By Jonathan Saenz
Photo courtesy of AP images.
Indigenous Peoples word cloud.
In recent years there’s been controversy about the morality behind one of America’s national holidays, Columbus Day. A number of cities and states have decided to not observe the traditional holiday at all and others have replaced it with alternative names that seem more fitting.
Columbus Day is a misleading name for a holiday that celebrates the discovery of the Americas. This holiday is becoming infamous because it glorifies the name of a man who is responsible for the murder and rape of native people. Columbus Day should be re-named to recognize the impact native people have had on American history.
Why was this holiday named after Christopher Columbus?
College of the Desert History Professor, Oceana Collins said, “The reason we have Columbus Day and why it’s celebrated in the United States is really the result of a lot of lobbying by Italian-Americans.” The Italian-Americans from Knights of Columbus (a catholic based organization) wanted their recognition. Ultimately, they successfully influenced the U.S. government and President Roosevelt designated Columbus Day as a federal holiday in 1937.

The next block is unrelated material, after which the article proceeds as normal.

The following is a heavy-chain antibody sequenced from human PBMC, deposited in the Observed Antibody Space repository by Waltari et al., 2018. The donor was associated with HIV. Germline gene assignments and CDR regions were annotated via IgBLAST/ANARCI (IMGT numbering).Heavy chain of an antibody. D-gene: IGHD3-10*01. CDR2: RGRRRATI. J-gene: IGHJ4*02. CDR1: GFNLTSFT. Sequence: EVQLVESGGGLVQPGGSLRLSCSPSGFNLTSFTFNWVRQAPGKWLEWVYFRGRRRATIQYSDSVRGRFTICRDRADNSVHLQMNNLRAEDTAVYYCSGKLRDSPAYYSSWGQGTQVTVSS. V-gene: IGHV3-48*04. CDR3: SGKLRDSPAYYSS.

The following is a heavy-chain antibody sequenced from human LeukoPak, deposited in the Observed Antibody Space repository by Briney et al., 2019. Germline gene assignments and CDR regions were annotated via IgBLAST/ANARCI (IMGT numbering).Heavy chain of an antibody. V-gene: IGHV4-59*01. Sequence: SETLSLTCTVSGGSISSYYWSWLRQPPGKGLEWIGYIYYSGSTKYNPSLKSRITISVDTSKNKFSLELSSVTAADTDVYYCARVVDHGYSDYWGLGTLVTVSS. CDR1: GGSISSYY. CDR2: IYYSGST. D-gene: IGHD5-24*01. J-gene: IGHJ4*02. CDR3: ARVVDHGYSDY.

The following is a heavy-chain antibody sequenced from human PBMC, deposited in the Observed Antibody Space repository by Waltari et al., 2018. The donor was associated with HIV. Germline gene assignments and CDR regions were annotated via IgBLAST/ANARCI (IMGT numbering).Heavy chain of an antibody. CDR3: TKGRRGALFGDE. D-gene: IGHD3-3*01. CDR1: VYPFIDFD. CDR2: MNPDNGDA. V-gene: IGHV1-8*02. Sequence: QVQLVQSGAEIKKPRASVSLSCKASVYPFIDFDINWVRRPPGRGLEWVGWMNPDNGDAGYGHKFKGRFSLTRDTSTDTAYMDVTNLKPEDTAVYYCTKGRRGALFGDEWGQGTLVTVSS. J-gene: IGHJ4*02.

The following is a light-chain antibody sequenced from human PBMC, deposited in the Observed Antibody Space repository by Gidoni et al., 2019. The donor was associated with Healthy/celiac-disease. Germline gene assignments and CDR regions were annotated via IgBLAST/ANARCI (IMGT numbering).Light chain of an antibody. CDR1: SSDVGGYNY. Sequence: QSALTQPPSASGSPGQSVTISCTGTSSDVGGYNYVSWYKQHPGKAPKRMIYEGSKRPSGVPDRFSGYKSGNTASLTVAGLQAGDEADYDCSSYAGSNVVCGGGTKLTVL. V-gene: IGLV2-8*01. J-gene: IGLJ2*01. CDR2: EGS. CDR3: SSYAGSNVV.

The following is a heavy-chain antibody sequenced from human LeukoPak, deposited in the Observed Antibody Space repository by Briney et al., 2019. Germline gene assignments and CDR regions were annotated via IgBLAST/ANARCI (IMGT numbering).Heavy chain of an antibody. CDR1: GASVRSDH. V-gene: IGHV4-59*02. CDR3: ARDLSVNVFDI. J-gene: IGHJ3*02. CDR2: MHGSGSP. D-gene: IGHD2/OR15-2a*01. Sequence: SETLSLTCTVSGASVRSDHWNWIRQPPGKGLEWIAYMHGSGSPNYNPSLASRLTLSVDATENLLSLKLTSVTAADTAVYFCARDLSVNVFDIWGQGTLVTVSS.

Is there a legitimate reason to have a holiday that celebrates the discovery of the Americas named after Columbus? Not really, since the claims of Columbus discovering the New World and a round earth are not entirely true. According to History.com, Vikings were technically the first to discover the New World. Not to mention the natives living in the Americas for years before Columbus arrived. “We learned about Columbus in elementary school, we were told that Columbus was the first European to discover the world was round, well that’s false,” said Professor Collins. “Europeans knew the world was round at that time.” Collins continued.
Supporters of Columbus Day argue that it’s a day to recognize European exploration. Arguing that Columbus paved that way for westward European trade routes and without him, it would be long before someone did. Supporters also defend the fact that we are judging the actions of a 15th century man with 21st century ideals. These are all valid arguments used to stand against the removal and re-naming of Columbus Day.
“A really good way to get that idea out there is to have a day set aside where Indigenous people are recognized. Not just for the brutality of the conquest and their victimization, but also for their contributions to America and American history,” said Professor Collins. Society has come a long way and I think it’s time we pay more respect to the Indigenous peoples who’s history was severely impacted by Columbus’ voyage.